The research indicates experience tops destination. In other words, most meeting attendees would rather have a “wow” time somewhere memorable than another breakout room even if it’s at an upscale hotel or resort. But what if you can plan for both? To wit, the wow destination is San Francisco. The wow experience is an intimate gathering at a memory-making new hotel that includes private dining at its restaurant, which is the latest hot spot in that food-obsessed city.

The hotel: the new Kimpton Hotel Alton just steps from Fisherman’s Wharf yet oceans apart from the touristy clamor of that locale. The restaurant: Abaca, the first in the city to offer a fine dining experience showcasing a cuisine your groups may never have tried—Filipino.

Permit me to add a personal note. Some years ago, a visit to the Philippines on business left me with indelible impressions of the historic allure of Manila (and its perpetually snarled traffic), the grace and innate friendliness of its citizens (“I’m the former mayor here, so let me know if there’s anything I can do to make your stay in our country more enjoyable”) and the food.

The food. How shall I say it? Wherever I’ve traveled around the globe, I’ve typically found something I think is delicious. In the Philippines, well, not so much. I didn’t get Filipino cuisine. A lot of salty, sour, garlicky flavors, as I remember it.

After dining at Abaca these many years later, I have totally revised my opinion. Filipino cuisine is wonderful. Especially under the direction of chef Francis Ang and his wife Dian. Ang has spent time in some of the city’s best restaurants since moving there from Manila at age 19, including Gary Danko, Campton Place and Fifth Floor.

In 2018, his Pinoy Heritage won Best Pop-up from the San Francisco version of the website Eater. At Kimpton Alton, the Ang’s light-filled dining room seats 50 indoors and about 28 on the patio, plus there’s a banquet room for private dining and events. Buyouts and private dining are welcome, if you can get on the schedule.

“The whole idea is to make things approachable,” Francis Ang told Eater, including for diners who may or may not have experienced Filipino food before. “We want to be approachable and at the same time helping to educate and spreading our culture and our cuisine. A lot of these recipes, it’s just us interpreting it into our own with California ingredients and produce and something we may have learned from like, literally, cooking with a tita on the street or somebody’s yaya.”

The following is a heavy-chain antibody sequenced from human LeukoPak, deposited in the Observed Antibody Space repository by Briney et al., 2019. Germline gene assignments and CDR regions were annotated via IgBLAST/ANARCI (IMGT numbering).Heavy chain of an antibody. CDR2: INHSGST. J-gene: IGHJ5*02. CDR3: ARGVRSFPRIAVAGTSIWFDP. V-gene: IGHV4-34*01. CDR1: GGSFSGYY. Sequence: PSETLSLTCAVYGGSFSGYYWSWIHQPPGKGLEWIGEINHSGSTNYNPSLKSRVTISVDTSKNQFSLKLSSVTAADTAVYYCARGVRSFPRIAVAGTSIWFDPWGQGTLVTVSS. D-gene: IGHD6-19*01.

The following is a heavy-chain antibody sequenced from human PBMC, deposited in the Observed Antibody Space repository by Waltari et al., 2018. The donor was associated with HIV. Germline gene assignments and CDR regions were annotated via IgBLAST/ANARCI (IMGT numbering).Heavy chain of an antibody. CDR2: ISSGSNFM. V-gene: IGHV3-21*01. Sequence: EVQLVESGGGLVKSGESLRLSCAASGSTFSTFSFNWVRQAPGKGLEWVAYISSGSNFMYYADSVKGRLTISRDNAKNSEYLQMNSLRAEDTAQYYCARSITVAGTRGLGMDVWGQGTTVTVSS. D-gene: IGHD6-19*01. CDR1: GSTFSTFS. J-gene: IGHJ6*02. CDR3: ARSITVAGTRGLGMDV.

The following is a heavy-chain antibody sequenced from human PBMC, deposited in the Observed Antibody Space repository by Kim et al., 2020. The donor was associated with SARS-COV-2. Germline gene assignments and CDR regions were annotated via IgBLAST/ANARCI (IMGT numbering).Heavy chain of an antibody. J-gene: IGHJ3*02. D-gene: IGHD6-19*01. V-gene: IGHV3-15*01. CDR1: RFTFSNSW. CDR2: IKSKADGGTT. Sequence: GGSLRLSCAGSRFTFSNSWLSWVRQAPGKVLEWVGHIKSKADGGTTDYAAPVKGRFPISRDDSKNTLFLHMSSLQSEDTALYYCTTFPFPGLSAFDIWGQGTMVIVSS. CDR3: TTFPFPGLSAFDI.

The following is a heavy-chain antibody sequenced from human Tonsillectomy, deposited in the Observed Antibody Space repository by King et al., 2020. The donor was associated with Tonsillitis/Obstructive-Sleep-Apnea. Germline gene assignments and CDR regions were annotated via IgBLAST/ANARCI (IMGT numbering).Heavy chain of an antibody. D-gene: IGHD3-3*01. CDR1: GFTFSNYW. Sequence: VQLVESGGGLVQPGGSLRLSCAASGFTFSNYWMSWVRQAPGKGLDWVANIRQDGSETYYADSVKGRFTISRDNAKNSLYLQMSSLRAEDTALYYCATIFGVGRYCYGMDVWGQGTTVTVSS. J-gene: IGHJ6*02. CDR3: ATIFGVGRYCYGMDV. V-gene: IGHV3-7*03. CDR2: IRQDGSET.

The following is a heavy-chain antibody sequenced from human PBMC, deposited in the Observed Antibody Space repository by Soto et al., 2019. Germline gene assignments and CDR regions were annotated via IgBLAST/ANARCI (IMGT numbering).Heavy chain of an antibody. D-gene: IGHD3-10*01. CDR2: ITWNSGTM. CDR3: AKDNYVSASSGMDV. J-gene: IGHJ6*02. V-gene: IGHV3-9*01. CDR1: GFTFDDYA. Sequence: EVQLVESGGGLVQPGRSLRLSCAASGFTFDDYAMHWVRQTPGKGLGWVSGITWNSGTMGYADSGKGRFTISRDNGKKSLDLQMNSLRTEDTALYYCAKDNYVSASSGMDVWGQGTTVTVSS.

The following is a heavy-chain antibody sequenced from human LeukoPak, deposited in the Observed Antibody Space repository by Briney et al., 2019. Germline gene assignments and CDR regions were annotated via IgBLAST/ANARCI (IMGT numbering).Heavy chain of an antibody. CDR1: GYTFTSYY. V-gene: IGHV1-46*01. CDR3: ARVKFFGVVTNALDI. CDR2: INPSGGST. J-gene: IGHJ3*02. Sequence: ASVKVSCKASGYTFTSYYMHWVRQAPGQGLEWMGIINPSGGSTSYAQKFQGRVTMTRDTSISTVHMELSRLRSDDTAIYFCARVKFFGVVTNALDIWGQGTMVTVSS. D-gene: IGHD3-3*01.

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Shareable small plates dominate the menu. And though I recall Filipino food as meat-centric, Ang has vegetable options like a skewer of summer vegetables in pinakbet sauce (a word derived from a word meaning “shriveled”). A Filipino classic, sisig, is served over fried rice and adorned with fuchsia-hued pickled onions, chicharron crumbles and a perfectly poached egg. Star of the larger plates is an impressive-looking whole squid stuffed with chorizo and topped with a calamansi aioli.

Cocktails are tropical-fruit forward, the likes of King Bird (bourbon, jackfruit-infused Campari, tamarind, pineapple, curry leaf) and Pandan-Quiri (milk-washed rum, pandan, calamansi).

Ang was a pastry chef in his past life, and he shows off these refined skills in the mornings at a panaderia and coffee counter at one end of the restaurant bar, with modern takes on traditional Filipino sweets like Bibingka Rice Cake with salted egg and triple cream cheese and Cheese Ensaymada with gouda and mornay sauce.

Steps from Abaca is the hotel’s event space of just under 1,000 sq. ft., perfect for board meetings, intimate get-togethers and cocktail parties. Customizable meetings can include breakfast upgrades, complimentary cocktail receptions and live music.

The mood is sophisticated and calm, yet rooted in the 1970s San Francisco counterculture movement, with the playful decor and extra touches the brand is noted for—like Victrola record players in the 248 guest rooms and thrilling skyline views of the city at no extra charge, not to mention yoga mats and Frette bed linens. Ten suites—largest is 635 sq. ft.—can give your C-suite clients eclectic furnishings, classic and vintage-inspired furniture and eye-catching artwork.